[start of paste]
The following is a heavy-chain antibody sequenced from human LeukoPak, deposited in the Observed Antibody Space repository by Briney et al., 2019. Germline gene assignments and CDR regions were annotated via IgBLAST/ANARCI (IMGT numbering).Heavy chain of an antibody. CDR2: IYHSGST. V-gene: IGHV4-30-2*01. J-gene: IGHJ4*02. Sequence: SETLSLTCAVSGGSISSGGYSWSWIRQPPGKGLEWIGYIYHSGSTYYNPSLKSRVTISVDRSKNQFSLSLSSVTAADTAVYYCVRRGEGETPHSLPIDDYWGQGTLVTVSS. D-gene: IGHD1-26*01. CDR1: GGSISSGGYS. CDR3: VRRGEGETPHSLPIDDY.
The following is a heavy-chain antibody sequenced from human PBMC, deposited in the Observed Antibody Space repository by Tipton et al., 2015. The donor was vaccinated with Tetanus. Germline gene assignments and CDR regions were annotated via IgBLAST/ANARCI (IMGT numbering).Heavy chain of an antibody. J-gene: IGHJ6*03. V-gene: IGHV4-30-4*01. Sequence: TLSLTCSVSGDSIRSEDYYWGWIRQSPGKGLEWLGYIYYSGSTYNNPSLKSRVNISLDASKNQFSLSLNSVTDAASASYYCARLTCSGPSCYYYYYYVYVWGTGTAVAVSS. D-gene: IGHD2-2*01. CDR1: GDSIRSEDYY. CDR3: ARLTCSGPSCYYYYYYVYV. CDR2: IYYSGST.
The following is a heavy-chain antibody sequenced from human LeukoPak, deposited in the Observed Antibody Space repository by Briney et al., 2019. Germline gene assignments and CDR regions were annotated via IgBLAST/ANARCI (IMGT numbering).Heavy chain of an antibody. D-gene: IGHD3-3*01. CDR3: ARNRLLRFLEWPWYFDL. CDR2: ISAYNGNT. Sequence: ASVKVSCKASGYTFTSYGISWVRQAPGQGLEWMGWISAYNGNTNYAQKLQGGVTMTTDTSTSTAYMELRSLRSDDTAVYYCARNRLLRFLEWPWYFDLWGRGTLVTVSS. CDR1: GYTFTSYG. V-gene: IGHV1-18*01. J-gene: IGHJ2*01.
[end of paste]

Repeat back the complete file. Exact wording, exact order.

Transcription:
The following is a heavy-chain antibody sequenced from human LeukoPak, deposited in the Observed Antibody Space repository by Briney et al., 2019. Germline gene assignments and CDR regions were annotated via IgBLAST/ANARCI (IMGT numbering).Heavy chain of an antibody. CDR2: IYHSGST. V-gene: IGHV4-30-2*01. J-gene: IGHJ4*02. Sequence: SETLSLTCAVSGGSISSGGYSWSWIRQPPGKGLEWIGYIYHSGSTYYNPSLKSRVTISVDRSKNQFSLSLSSVTAADTAVYYCVRRGEGETPHSLPIDDYWGQGTLVTVSS. D-gene: IGHD1-26*01. CDR1: GGSISSGGYS. CDR3: VRRGEGETPHSLPIDDY.
The following is a heavy-chain antibody sequenced from human PBMC, deposited in the Observed Antibody Space repository by Tipton et al., 2015. The donor was vaccinated with Tetanus. Germline gene assignments and CDR regions were annotated via IgBLAST/ANARCI (IMGT numbering).Heavy chain of an antibody. J-gene: IGHJ6*03. V-gene: IGHV4-30-4*01. Sequence: TLSLTCSVSGDSIRSEDYYWGWIRQSPGKGLEWLGYIYYSGSTYNNPSLKSRVNISLDASKNQFSLSLNSVTDAASASYYCARLTCSGPSCYYYYYYVYVWGTGTAVAVSS. D-gene: IGHD2-2*01. CDR1: GDSIRSEDYY. CDR3: ARLTCSGPSCYYYYYYVYV. CDR2: IYYSGST.
The following is a heavy-chain antibody sequenced from human LeukoPak, deposited in the Observed Antibody Space repository by Briney et al., 2019. Germline gene assignments and CDR regions were annotated via IgBLAST/ANARCI (IMGT numbering).Heavy chain of an antibody. D-gene: IGHD3-3*01. CDR3: ARNRLLRFLEWPWYFDL. CDR2: ISAYNGNT. Sequence: ASVKVSCKASGYTFTSYGISWVRQAPGQGLEWMGWISAYNGNTNYAQKLQGGVTMTTDTSTSTAYMELRSLRSDDTAVYYCARNRLLRFLEWPWYFDLWGRGTLVTVSS. CDR1: GYTFTSYG. V-gene: IGHV1-18*01. J-gene: IGHJ2*01.